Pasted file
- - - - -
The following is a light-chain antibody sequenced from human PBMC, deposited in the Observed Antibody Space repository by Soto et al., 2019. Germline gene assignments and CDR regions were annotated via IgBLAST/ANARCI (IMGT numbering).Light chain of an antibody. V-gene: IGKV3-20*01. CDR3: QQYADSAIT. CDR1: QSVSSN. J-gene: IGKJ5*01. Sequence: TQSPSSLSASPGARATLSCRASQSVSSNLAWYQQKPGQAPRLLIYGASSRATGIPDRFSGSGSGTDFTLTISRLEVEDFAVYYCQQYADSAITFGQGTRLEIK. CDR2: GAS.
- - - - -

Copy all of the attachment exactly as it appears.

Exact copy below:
The following is a light-chain antibody sequenced from human PBMC, deposited in the Observed Antibody Space repository by Soto et al., 2019. Germline gene assignments and CDR regions were annotated via IgBLAST/ANARCI (IMGT numbering).Light chain of an antibody. V-gene: IGKV3-20*01. CDR3: QQYADSAIT. CDR1: QSVSSN. J-gene: IGKJ5*01. Sequence: TQSPSSLSASPGARATLSCRASQSVSSNLAWYQQKPGQAPRLLIYGASSRATGIPDRFSGSGSGTDFTLTISRLEVEDFAVYYCQQYADSAITFGQGTRLEIK. CDR2: GAS.